Jesse Walker noted his death today below (and gave a great short example of what made him a wonderful writer). For those unfamiliar with Robert Anton Wilson as libertarian, herewith a sample of things I wrote about him in my forthcoming book, Radicals for Capitalism: A Freewheeling History of the Modern American Libertarian Movement:
Wilson made libertarian anarchism--both political and epistemological, even ontological--seem open-hearted, fascinating, with a mysterious and energetic history, something that could win hearts and minds against any number of competing means of modeling human social reality.....[he] was a grand recruiter for libertarianism, both through Illuminatus! and his series of optimistic, futuristic, epistemologically anarchistic essays and nonfiction works that stress the glories of no human limits, physical, spiritual, or political. This is true despite his separation from most aspects of the standard movement, and despite the fact that his work appeals on so many levels that one can become a Wilson Head without reaching his libertarianism. Through Wilson's influence one might become an Aleister Crowleyan, a Wilhelm Reichian, an old-fashioned Tuckerite, a techno-future-optimist in the manner of Buckminster Fuller or Timothy Leary. It is an aspect of the growing health of libertarian ideas that it is no longer the small pond it was up until the late 1970s, where it could be assumed that knowledge of or involvement in any aspect of the movement means you almost certainly were quite familiar with, and probably intimately involved with, all the other parts.
Indeed, many Wilson fans, I find, don't even recognize him as a libertarian figure at all. He did once write in an early 1980s article that "Ideologically, of course, I should have voted for Ed Clark, the Libertarian Party candidate; but I am not that kind of Libertarian, really; I don't hate poor people."*
But he also said, as quoted in my book, when asked to expound on the differences between him and the then-dominant Misesian-Rothbardian strain of the movement in a 1976 interview, "this is turning into a diatribe against the group I find least obnoxious on the whole politico-economic spectrum...The orthodox conservatives and liberals, not to mention Nazis and Marxists, are really pernicious, and the Austrian libertarians are basically OK."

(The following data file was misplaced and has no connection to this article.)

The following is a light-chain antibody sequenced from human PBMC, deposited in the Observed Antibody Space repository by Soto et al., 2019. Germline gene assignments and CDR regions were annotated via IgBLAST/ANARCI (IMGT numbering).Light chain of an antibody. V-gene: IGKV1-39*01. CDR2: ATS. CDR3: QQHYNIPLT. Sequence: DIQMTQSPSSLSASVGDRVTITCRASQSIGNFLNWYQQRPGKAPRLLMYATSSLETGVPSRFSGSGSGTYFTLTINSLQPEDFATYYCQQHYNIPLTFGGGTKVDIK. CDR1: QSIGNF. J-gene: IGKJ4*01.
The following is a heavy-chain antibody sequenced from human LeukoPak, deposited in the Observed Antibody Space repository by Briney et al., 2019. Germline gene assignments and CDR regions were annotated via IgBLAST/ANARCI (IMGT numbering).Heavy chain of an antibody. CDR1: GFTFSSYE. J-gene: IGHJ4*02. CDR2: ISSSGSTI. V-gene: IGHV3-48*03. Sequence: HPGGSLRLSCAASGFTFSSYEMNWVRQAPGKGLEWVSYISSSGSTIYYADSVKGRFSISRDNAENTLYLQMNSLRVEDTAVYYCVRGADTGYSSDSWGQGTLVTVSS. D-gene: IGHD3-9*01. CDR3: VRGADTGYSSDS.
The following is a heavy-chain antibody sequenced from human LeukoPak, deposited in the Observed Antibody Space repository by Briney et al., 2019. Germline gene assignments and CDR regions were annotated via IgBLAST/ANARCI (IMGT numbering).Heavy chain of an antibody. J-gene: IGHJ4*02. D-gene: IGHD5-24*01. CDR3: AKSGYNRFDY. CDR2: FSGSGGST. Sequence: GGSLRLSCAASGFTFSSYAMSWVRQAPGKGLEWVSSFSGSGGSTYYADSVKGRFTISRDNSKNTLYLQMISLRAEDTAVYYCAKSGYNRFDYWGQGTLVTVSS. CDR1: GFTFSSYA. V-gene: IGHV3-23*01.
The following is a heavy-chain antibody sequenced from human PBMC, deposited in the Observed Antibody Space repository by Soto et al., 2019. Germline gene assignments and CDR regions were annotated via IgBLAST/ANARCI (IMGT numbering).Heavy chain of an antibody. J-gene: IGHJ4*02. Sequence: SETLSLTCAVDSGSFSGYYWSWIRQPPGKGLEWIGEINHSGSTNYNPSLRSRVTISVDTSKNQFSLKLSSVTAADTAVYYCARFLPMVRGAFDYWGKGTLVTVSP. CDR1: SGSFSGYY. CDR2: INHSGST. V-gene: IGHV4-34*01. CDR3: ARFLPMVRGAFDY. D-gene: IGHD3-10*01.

Some personal things I didn't say in my book: The ideas, modes, thinkers, that he exposed me to explain my intellectual and professional life more than does any other single influence--and from the comments on various blogs today, I think that is true of hundreds of his readers, maybe thousands.
He was my gateway to Welles and Chandler, to Leary and Fuller, to Pound and Reich, to conspiracy theory and libertarianism, and to all the ideas and experiences, intellectual, aesthetic, and actual, that rolled from those varied and fascinating entryways into art, ideas, and living. I hope I can do good by the principles he helped imbue in me. He excelled as both novelist and essayist; he was a noble steward of the ideas he espoused, a brilliant and passionate popularizer, and the characters and scenarios and approaches to fiction of his novels reward constant reading with constant pleasure and insight--he was a pop-Pynchon of sorts in his sprawling, comic-serious approach to Big Crazy Ideas, who got a thousandth of the respect and delivered a thousand times the joy and humanity.
I, and many others, will continue to read his work with both intellectual and aesthetic pleasure from now and on into the limitless human future he helped so many of us to see. If anyone deserved to reach techno-immortality, it was him. That's what's making me saddest right now. The best of him remains, and will always.
That all said, two words should suffice. as Pound said of Eliot on his passing (and I know this because I read Robert Anton Wilson): Read him.
[UPDATE: *Thanks to Jesse Walker for providing me with that exact quote, which I paraphrased from memory, and somewhat misleadingly, in the original post.]